Donald Trump Easily Wins Nevada Caucuses as Rubio, Cruz Trail

Republican presidential candidate Donald Trump speaks at a rally at the Nugget Casino Resort in Sparks, Nevada, on February 23. Trump won Nevada's Republican caucuses Tuesday night, adding to his early lead in the primary race. James Glover II/REUTERS

For years, his name has loomed above the Las Vegas Strip, and on Wednesday night Donald Trump strode like a colossus across the Republican political landscape, winning the Nevada caucuses easily and standing poised to win upcoming contests in the South, while Senators Ted Cruz and Marco Rubio were once again left fighting for a distant second place.

"We love Nevada," Trump said at his announcement speech, flanked by two of his sons. "Tonight, this was a great evening. I love Las Vegas." He left the stage to chants of "USA! USA!"

The outcome in Nevada proved that even without the meticulous ground operations or super PAC spending of some of his rivals, the fervency of Trump's supporters can propel him to victory in a caucus as opposed to a primary. (Trump came in second in the Republican caucuses in Iowa and won the primaries in New Hampshire and South Carolina.) Enthusiasm is a particularly important factor in Nevada, where turnout is traditionally very low. In 2012, just 33,000 Republicans voted in their party's contested presidential caucuses.

Trump won across every ideological category, including very conservative, conservative and moderate Republicans, according to exit polls. He won evangelical white voters. He won a full 50 percent of non-college-educated Republicans, while Rubio and Cruz won 21 percent each. ("I love the poorly educated," Trump said at his victory celebration.) Trump even won a plurality of the Hispanic vote. He also won those with college degrees. Small solace for Rubio came in two bits of data. Late deciders—a plurality, 41 percent of them—voted for Rubio, suggesting his attacks on Cruz and Trump may have worked. And the very youngest voters, aged 17 to 29, opted for Rubio.

The Trump win adds to the mogul's delegate count. Thanks to his big win in South Carolina, Trump has amassed an early lead in the delegate count in the Republican race, and he'll build on that with Wednesday night's win in Nevada. The state's Republicans award their 30 delegates proportionally, which means Cruz and Rubio will also add to their totals.

The remaining Republicans in the race, Ohio Governor John Kasich and retired neurosurgeon Ben Carson, were trailing far behind in single digits.

In March, major states like Florida, Texas and Ohio will vote in massive multi-state contests each week. Trump seems well positioned to add to his count and to develop what could be an insurmountable lead, although his three leading opponents will try to stop him and try to avoid the campaign-ending embarrassment of losing their home states which are Ohio for Kasich, Texas for Cruz, and Florida for Rubio.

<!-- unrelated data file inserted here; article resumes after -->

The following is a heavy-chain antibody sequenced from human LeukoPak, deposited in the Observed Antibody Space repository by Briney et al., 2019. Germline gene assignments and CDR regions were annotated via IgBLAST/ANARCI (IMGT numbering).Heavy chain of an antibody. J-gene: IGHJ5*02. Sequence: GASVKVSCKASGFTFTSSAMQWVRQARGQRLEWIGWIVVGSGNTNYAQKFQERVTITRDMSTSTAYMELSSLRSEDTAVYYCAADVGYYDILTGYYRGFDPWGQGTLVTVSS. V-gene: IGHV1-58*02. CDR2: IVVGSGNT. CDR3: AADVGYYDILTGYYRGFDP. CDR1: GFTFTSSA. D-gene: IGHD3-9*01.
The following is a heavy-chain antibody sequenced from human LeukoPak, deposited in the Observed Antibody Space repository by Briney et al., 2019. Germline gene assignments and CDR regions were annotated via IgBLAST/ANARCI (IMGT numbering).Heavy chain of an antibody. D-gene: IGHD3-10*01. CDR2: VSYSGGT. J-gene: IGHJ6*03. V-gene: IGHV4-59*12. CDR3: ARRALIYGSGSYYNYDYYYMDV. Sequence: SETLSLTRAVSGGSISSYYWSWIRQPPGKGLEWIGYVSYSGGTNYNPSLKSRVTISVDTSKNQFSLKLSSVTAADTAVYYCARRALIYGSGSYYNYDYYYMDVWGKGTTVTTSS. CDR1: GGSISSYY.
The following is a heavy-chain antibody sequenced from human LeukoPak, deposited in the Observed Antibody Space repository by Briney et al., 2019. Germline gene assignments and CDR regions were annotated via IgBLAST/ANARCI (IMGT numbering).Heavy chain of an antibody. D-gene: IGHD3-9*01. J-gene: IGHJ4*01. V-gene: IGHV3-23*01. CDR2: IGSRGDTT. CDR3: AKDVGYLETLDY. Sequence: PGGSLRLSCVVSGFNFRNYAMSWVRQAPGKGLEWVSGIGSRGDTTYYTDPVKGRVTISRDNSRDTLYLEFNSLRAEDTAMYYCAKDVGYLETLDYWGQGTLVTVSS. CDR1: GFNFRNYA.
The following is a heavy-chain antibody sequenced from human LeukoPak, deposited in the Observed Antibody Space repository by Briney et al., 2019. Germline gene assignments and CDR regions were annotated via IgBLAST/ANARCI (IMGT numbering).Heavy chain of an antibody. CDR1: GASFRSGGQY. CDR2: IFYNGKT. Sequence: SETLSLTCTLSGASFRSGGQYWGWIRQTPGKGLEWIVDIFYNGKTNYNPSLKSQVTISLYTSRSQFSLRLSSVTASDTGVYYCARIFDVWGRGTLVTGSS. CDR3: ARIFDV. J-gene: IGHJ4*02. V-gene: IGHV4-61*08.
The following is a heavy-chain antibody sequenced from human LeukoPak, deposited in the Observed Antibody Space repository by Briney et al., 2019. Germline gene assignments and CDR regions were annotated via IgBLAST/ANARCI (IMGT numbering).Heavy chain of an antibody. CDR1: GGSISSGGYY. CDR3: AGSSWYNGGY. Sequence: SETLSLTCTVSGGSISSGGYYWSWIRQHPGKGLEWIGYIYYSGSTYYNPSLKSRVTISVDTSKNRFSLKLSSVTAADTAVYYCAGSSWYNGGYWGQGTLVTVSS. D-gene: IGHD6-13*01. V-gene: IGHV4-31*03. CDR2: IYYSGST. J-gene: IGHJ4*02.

The contest between the two Cuban-American freshmen senators, Cruz and Rubio, to be the Trump alternative has become increasingly nasty in recent weeks, with each accusing the other of playing dirty. On Monday, Cruz fired his chief spokesman, Rick Tyler, for sharing an erroneous news report claiming Rubio had made a dismissive remark about the Bible. Early on, Nevada looked like it would be a race between the two men, but those hopes faded as Trump's star rose.

The campaigns have no room to dwell on Tuesday's results. Even before Nevada voted, most already has their eyes on the big series of elections in March, beginning with Super Tuesday on March 1. Between then and March 15, 28 states will vote, with nine times as many delegates up for grabs than in the whole month of February. And unlike the four early states, which drew the whole field's attention, the campaigns are now scattering to try to consolidate their advantages in different parts of the country.

Rubio left Nevada early Tuesday to hold rallies in Minnesota and Michigan, both of which vote in early March. Ohio Governor Kasich had already thrown in the towel in Nevada, spending the day in Georgia, a Super Tuesday state. Just Cruz and Trump stayed in Las Vegas to watch the caucus results roll in Tuesday night, early Wednesday morning on the East Coast.

For his part, Cruz took to the microphones to declare next week's Super Tuesday contests as "the most important night of this campaign." He touted himself as the only candidate other than Trump to win one of the early electoral contests. He quickly ticked off a list of hot-button issues designed to energize conservatives. "I've been told folks in Nevada kind of like their guns. As a Texan, I can understand," Cruz said, noting that he would sleep in his bed for the first time in a month.